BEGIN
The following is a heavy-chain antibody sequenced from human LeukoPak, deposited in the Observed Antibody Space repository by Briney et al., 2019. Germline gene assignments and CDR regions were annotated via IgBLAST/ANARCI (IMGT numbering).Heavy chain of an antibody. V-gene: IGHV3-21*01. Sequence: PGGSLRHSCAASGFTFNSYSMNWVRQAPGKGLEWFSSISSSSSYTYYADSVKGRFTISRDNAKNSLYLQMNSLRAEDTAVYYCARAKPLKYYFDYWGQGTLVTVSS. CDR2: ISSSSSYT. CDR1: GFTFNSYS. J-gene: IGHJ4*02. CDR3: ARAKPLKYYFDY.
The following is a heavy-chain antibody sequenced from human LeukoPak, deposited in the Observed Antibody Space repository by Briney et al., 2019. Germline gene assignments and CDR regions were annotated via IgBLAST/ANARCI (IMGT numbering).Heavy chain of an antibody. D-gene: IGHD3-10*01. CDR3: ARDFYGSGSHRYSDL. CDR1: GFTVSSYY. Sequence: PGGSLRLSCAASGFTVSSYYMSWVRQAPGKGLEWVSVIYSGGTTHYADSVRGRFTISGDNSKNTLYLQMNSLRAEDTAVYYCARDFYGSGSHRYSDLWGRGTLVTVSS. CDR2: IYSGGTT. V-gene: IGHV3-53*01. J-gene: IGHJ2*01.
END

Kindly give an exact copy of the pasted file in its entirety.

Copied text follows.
The following is a heavy-chain antibody sequenced from human LeukoPak, deposited in the Observed Antibody Space repository by Briney et al., 2019. Germline gene assignments and CDR regions were annotated via IgBLAST/ANARCI (IMGT numbering).Heavy chain of an antibody. V-gene: IGHV3-21*01. Sequence: PGGSLRHSCAASGFTFNSYSMNWVRQAPGKGLEWFSSISSSSSYTYYADSVKGRFTISRDNAKNSLYLQMNSLRAEDTAVYYCARAKPLKYYFDYWGQGTLVTVSS. CDR2: ISSSSSYT. CDR1: GFTFNSYS. J-gene: IGHJ4*02. CDR3: ARAKPLKYYFDY.
The following is a heavy-chain antibody sequenced from human LeukoPak, deposited in the Observed Antibody Space repository by Briney et al., 2019. Germline gene assignments and CDR regions were annotated via IgBLAST/ANARCI (IMGT numbering).Heavy chain of an antibody. D-gene: IGHD3-10*01. CDR3: ARDFYGSGSHRYSDL. CDR1: GFTVSSYY. Sequence: PGGSLRLSCAASGFTVSSYYMSWVRQAPGKGLEWVSVIYSGGTTHYADSVRGRFTISGDNSKNTLYLQMNSLRAEDTAVYYCARDFYGSGSHRYSDLWGRGTLVTVSS. CDR2: IYSGGTT. V-gene: IGHV3-53*01. J-gene: IGHJ2*01.